The same year, by popular demand from young artists eager to receive his tuition, Koekkoek founded his own drawing academy (Zeichen Collegium), and in his footsteps, many artists traveled to the former ducal residence seeking instruction from the great master at the academy, among them Frederik Marinus Kruseman, Lodewijk Johannes Kleijn, and Johann Bernard Klombeck. Closely adhering to their master's principles expressed in his writings and in his paintings, these artists collectively gave rise to the school of landscape painting referred to as 'Cleves Romanticism'*, blending realism with a pervading idealized atmosphere. He advised his students to study nature closely, to observe the qualities of light at dawn and at sunset and the development of storms. He also guided his students in the examination of Dutch seventeenth century masters.
The 1840s-50s saw Koekkoek at the very height of his genius. In November 1859 Koekkoek suffered from a major stroke, which effectively ended his career as a painter. He died April 5, 1862, in his beloved town of Cleves.
Koekkoek’s own paintings reveal a careful study and synthesis of Dutch seventeenth century painters. His art is firmly rooted in the great Dutch romantic tradition established by the seventeenth-century masters: Hobbema, Cuyp, Ruisdael and Wynants. The golden light and the inclusion of travelers in his work suggests Koekkoek also admired the Dutch Italianate painters of the seventeenth century, collectively known as the Bamboccianti, especially Pieter van Laer and Jan Both.
Koekkoek imagined his pictures as the result of an ideal combination of observation and artifice. He studied art and nature with equal acuity, creating beautiful landscape paintings that celebrated the greatness of Creation. ‘Koekkoek's work impresses the spectator by its power, by the firm and correct construction of the trees, by the broad, natural growth of the leaves and boughs, [and] by the careful and elaborate reproduction of the wooded landscape’ (G. H. Marius, Dutch Painters of the Nineteenth Century, Woodbridge, 1973, p. 89).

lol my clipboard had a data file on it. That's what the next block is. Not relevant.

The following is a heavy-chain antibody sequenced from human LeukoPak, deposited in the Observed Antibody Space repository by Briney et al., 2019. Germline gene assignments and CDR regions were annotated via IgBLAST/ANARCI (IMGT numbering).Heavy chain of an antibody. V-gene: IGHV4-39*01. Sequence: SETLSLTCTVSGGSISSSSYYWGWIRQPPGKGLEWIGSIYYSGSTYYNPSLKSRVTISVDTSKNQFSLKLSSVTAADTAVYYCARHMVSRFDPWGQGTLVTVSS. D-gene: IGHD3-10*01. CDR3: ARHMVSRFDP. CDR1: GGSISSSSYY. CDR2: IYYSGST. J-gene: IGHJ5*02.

Up to this day, Koekkoek's work is very much favoured for the lively composition and the mood of nostalgia, in which the Dutch Golden Age seems to linger on. Just as he was during his own lifetime, Koekkoek is widely regarded as the most accomplished landscape painter of Dutch romanticism, against whose scrupulously refined paintings the work his contemporaries is measured.
Koekkoek's financial success allowed him to purchase a plot of land in downtown Kleve in 1842 and build a grand villa in Italianate style over the next seven years. After his death in 1862, the house was sold and the majority of its furnishings were auctioned off in Amsterdam.
In 1902 the German doctor Hans van Ackeren purchased and expanded the property, added an extension to the house and remodeled its interior in Art Nouveau* style. Fortunately the house remained essentially undamaged in WW II; it was subsequently used as city-hall for several years during which time it hosted art annual exhibits by the Kleve Artist's Association. From 1960 it became the municipal museum and in 1997 it was returned to its state as an artist's residence.